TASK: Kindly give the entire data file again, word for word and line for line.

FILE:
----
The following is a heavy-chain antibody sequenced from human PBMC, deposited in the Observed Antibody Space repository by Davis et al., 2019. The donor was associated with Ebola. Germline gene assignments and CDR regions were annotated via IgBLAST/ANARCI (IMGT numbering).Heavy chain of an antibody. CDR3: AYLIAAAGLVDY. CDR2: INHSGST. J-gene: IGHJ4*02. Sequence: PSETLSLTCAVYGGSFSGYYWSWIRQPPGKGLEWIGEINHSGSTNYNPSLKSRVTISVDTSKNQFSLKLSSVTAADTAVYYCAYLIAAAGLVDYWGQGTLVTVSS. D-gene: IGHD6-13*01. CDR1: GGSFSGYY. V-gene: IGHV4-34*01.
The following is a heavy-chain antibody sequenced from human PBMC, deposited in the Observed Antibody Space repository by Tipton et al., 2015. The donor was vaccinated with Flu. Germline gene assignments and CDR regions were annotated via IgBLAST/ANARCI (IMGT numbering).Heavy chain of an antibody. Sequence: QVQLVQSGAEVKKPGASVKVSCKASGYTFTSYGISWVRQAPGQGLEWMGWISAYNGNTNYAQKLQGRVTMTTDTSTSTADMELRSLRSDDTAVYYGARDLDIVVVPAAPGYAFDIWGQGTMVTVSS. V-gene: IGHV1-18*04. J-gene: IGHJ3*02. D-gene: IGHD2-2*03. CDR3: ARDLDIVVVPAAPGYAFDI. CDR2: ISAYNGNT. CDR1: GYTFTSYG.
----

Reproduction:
The following is a heavy-chain antibody sequenced from human PBMC, deposited in the Observed Antibody Space repository by Davis et al., 2019. The donor was associated with Ebola. Germline gene assignments and CDR regions were annotated via IgBLAST/ANARCI (IMGT numbering).Heavy chain of an antibody. CDR3: AYLIAAAGLVDY. CDR2: INHSGST. J-gene: IGHJ4*02. Sequence: PSETLSLTCAVYGGSFSGYYWSWIRQPPGKGLEWIGEINHSGSTNYNPSLKSRVTISVDTSKNQFSLKLSSVTAADTAVYYCAYLIAAAGLVDYWGQGTLVTVSS. D-gene: IGHD6-13*01. CDR1: GGSFSGYY. V-gene: IGHV4-34*01.
The following is a heavy-chain antibody sequenced from human PBMC, deposited in the Observed Antibody Space repository by Tipton et al., 2015. The donor was vaccinated with Flu. Germline gene assignments and CDR regions were annotated via IgBLAST/ANARCI (IMGT numbering).Heavy chain of an antibody. Sequence: QVQLVQSGAEVKKPGASVKVSCKASGYTFTSYGISWVRQAPGQGLEWMGWISAYNGNTNYAQKLQGRVTMTTDTSTSTADMELRSLRSDDTAVYYGARDLDIVVVPAAPGYAFDIWGQGTMVTVSS. V-gene: IGHV1-18*04. J-gene: IGHJ3*02. D-gene: IGHD2-2*03. CDR3: ARDLDIVVVPAAPGYAFDI. CDR2: ISAYNGNT. CDR1: GYTFTSYG.